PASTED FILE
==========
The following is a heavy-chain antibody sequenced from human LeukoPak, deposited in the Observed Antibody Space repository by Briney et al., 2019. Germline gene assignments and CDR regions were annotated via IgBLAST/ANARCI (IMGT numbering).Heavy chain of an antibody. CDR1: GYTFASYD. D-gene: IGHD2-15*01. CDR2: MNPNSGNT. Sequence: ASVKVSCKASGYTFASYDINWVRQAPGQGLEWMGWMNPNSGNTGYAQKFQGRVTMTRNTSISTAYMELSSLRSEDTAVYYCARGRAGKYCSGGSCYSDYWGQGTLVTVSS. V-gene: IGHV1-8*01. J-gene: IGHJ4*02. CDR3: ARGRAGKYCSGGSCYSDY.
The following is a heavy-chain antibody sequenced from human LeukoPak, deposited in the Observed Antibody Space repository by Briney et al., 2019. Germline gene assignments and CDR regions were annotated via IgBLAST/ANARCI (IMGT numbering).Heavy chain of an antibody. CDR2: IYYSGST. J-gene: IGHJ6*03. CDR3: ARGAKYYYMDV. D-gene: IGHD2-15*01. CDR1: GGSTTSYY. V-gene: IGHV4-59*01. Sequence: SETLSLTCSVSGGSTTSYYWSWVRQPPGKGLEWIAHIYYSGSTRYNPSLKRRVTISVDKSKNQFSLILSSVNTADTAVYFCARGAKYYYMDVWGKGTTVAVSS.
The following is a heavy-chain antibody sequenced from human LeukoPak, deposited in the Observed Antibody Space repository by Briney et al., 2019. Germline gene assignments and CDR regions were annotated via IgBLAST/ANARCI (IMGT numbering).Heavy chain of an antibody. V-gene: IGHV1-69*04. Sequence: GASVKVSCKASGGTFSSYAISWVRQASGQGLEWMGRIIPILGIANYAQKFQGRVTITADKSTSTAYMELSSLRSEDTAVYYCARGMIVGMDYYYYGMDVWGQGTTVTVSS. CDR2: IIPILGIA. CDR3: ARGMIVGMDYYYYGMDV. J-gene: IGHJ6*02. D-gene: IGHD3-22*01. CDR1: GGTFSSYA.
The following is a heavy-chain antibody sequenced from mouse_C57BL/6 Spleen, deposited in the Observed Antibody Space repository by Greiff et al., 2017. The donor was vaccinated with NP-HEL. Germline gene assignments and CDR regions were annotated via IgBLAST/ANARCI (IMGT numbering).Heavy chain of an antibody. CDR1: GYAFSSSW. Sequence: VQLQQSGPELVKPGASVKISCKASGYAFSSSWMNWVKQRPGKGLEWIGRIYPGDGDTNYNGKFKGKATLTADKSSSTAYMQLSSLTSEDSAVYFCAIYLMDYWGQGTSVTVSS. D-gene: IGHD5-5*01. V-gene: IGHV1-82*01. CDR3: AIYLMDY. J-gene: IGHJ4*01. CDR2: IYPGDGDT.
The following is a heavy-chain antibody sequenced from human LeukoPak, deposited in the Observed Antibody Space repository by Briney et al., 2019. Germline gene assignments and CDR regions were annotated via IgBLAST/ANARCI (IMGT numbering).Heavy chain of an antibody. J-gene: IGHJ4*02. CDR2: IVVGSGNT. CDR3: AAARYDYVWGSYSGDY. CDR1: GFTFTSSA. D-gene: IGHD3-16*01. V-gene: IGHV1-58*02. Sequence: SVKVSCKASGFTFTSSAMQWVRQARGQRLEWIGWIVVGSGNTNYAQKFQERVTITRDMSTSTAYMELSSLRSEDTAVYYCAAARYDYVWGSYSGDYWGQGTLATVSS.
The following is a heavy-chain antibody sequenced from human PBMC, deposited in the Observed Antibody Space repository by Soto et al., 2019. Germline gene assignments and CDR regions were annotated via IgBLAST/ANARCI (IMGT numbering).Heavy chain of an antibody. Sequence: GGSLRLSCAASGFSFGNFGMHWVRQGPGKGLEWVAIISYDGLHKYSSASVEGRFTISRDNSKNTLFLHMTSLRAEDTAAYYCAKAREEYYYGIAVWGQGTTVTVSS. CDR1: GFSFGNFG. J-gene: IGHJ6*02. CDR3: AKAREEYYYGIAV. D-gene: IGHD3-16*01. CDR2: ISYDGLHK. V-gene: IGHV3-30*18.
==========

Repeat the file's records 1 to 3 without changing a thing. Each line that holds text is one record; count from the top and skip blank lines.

The following is a heavy-chain antibody sequenced from human LeukoPak, deposited in the Observed Antibody Space repository by Briney et al., 2019. Germline gene assignments and CDR regions were annotated via IgBLAST/ANARCI (IMGT numbering).Heavy chain of an antibody. CDR1: GYTFASYD. D-gene: IGHD2-15*01. CDR2: MNPNSGNT. Sequence: ASVKVSCKASGYTFASYDINWVRQAPGQGLEWMGWMNPNSGNTGYAQKFQGRVTMTRNTSISTAYMELSSLRSEDTAVYYCARGRAGKYCSGGSCYSDYWGQGTLVTVSS. V-gene: IGHV1-8*01. J-gene: IGHJ4*02. CDR3: ARGRAGKYCSGGSCYSDY.
The following is a heavy-chain antibody sequenced from human LeukoPak, deposited in the Observed Antibody Space repository by Briney et al., 2019. Germline gene assignments and CDR regions were annotated via IgBLAST/ANARCI (IMGT numbering).Heavy chain of an antibody. CDR2: IYYSGST. J-gene: IGHJ6*03. CDR3: ARGAKYYYMDV. D-gene: IGHD2-15*01. CDR1: GGSTTSYY. V-gene: IGHV4-59*01. Sequence: SETLSLTCSVSGGSTTSYYWSWVRQPPGKGLEWIAHIYYSGSTRYNPSLKRRVTISVDKSKNQFSLILSSVNTADTAVYFCARGAKYYYMDVWGKGTTVAVSS.
The following is a heavy-chain antibody sequenced from human LeukoPak, deposited in the Observed Antibody Space repository by Briney et al., 2019. Germline gene assignments and CDR regions were annotated via IgBLAST/ANARCI (IMGT numbering).Heavy chain of an antibody. V-gene: IGHV1-69*04. Sequence: GASVKVSCKASGGTFSSYAISWVRQASGQGLEWMGRIIPILGIANYAQKFQGRVTITADKSTSTAYMELSSLRSEDTAVYYCARGMIVGMDYYYYGMDVWGQGTTVTVSS. CDR2: IIPILGIA. CDR3: ARGMIVGMDYYYYGMDV. J-gene: IGHJ6*02. D-gene: IGHD3-22*01. CDR1: GGTFSSYA.